Image: An Apple Store in Shibuya, Japan. Flickr user Dick Thomas Johnson // CC 2.0 License

Apple’s App Store policies and alleged exorbitant commission are once again in question, and a billion dollar question at that. The iPhone maker is finding itself as the target of a $1 billion opt-out class action lawsuit over its steep App Store fees, a lawsuit that has been brought on by more than 1500 app developers in the UK.

The class-action damages claim seeks compensation from the Cupertino-headquartered tech giant – one that could amount to £782-million. Much like previous lawsuits, the current one claims that Apple abused its monopolistic position in the market and app innovators and developers were the ones who suffered as a result of the company’s policy of charging a commission of 30% on all in-app purchases. The commission, as well as other factors, enabled Apple’s services business (which includes the App Store) to witness its revenues grow rapidly to reach around $20 billion per quarter.

The class-action damages claim is being brought forth by Sean Ennis, a professor of competition policy at the University of East Anglia, a former economist at the OECD, and who has previously held positions at the US Department of Justice and the European Commission. UK litigation funder Harbour is funding the lawsuit. Prior to this development, Apple claimed that 85% of developers on the App Store do not pay any commission, and that it helps European developers to access markets and customers in 175 countries around the world through the App Store.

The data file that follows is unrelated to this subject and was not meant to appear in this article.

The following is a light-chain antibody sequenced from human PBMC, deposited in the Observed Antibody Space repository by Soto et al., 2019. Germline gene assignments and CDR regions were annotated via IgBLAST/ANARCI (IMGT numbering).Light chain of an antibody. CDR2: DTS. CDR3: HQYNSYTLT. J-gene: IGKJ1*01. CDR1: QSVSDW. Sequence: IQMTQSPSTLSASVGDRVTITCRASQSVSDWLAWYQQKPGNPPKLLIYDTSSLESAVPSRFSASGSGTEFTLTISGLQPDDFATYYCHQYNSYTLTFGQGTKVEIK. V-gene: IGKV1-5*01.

Apple’s 15-30% commission on in-app purchases within its iOS App Store has long been a subject of contention among developers and industry observers. While the commission model has helped Apple amass significant revenue, it has raised concerns about its potential exploitation of app developers. For small and independent app developers, the 30% commission significantly impacts their revenue streams. If Apple loses the lawsuit, then the level of damages due per developer would be calculated based on their iOS app business, which means that Apple’s deep pockets are likely to be burnt badly.

By deducting such a substantial portion of in-app purchase earnings, Apple places financial strain on developers, especially those with limited resources and budgets, and reduces their profit margins while limiting the opportunity for app innovations. Furthermore, the company’s strict commission structure restricts developers’ flexibility in setting their own pricing strategies, and they are often forced to adhere to Apple’s guidelines. It thus comes as little surprise that the company’s policy on App Store fees has drawn the attention of antitrust regulators across the world. It has also drawn the ire of the likes of Fortnite-maker Epic Games, which has long protested Apple’s steep commission.

“I have been studying competition questions for decades — and digital competition for quite a long time. I’ve written about it in technical economic papers but also in less technical work. And I’m really convinced that the type of behaviour we’re talking about in this case is deeply problematic. So I was interested in taking a role to help get some redress for those who I feel have been harmed by the behaviour,” Ennis commented on the matter.